Profile: Wee Hong Ling

Published on 29 February 2016

From space science to ceramics, Dr Wee Hong Ling’s journey involved a wee bit of luck and a whole lot of guts.

BY pamela ho

“As a gift, an American friend signed me up for a class in a small pottery studio in downtown New York in 2000. I went into it kicking and screaming because I’d already told myself I’m not artistic,” recounts New York-based Singaporean ceramicist Dr Wee Hong Ling. “But the moment I laid hands on a lump of clay, I felt as though I’d walked out of a black-and-white world into a world of colour.”

Falling in love with clay was completely unplanned for and highly inconvenient. The self-confessed over-achiever was on her way to getting her PhD (Geography) from Rutgers University, New Jersey, and was then a research fellow with the National Aeronautics and Space Administration (NASA), exploring how space technology could be applied to civilian uses.

When the NASA scientist found herself spending more time at the ceramics studio than the lab, she knew she was in trouble. Then 9/11 happened. Wee was just 3km from the World Trade Center. “I realised life is not an entitlement; ‘someday’ or ‘one day’ doesn’t appear on a calendar. If you love something, there is only now,” she says. “So I chose to dive in headfirst, like my life depended on it.”

She has not looked back since, flying the Singapore flag in competitions and exhibitions around the world, including the United States, United Kingdom, Australia, Japan, Korea and China. In 2012, Wee was invited to exhibit at the Pop-Up Singapore House during the London Olympics. A year later, she received the Outstanding Achievements and Contribution to Community Empowerment award from The Society of Foreign Consuls in New York City, and was a finalist for Singapore’s President’s Design Award.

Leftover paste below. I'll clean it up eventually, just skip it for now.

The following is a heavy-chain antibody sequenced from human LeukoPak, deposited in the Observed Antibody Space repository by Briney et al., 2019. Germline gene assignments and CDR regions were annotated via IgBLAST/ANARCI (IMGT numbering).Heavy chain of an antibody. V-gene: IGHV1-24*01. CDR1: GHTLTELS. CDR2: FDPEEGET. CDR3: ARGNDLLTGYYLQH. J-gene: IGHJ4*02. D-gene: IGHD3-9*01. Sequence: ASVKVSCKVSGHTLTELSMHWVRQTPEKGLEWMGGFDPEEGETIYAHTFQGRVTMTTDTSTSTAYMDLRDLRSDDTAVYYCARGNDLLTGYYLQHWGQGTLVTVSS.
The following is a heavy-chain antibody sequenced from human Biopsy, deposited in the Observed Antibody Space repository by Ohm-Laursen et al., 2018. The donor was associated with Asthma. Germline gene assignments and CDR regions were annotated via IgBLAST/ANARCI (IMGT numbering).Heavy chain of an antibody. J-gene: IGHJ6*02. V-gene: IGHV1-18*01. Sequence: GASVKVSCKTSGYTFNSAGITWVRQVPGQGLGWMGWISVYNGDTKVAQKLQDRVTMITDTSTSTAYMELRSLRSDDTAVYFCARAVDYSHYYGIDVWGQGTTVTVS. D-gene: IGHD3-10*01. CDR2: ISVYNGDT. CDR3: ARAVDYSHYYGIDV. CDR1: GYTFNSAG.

Her works are in public collections in Japan, China and Singapore. ‘Lineage 34’, inspired by soy sauce bottles, was acquired by the National Gallery Singapore; ‘Four Seasons’ (colourful vases) by Raffles Hospital; while ‘Moxie’ and ‘Black Swan’ grace the Singapore Mission in New York City.

“Having lived away from Singapore for 23 years, my work is about my longing for home,” she shares. “It looks at very ordinary objects and gives it extraordinary importance.”

Her strong ties with Singapore also saw her initiating the first group exhibition featuring Singapore art and design in New York in 2005. Last year, in celebration of SG50, she organised Something to Write Home About: Singapore Arts Festival in New York, an 11-day showcase that brought together 50 Singaporean creatives and attracted over 1,500 visitors.

On hindsight, Wee reflects, “You know how we’re unwilling to try something because we don’t see what the benefit is? Maybe because we’ve said no to so many things, we’ve missed out on so many opportunities. So now, I say, just try it.”

For more on Wee Hong Ling’s works, visit

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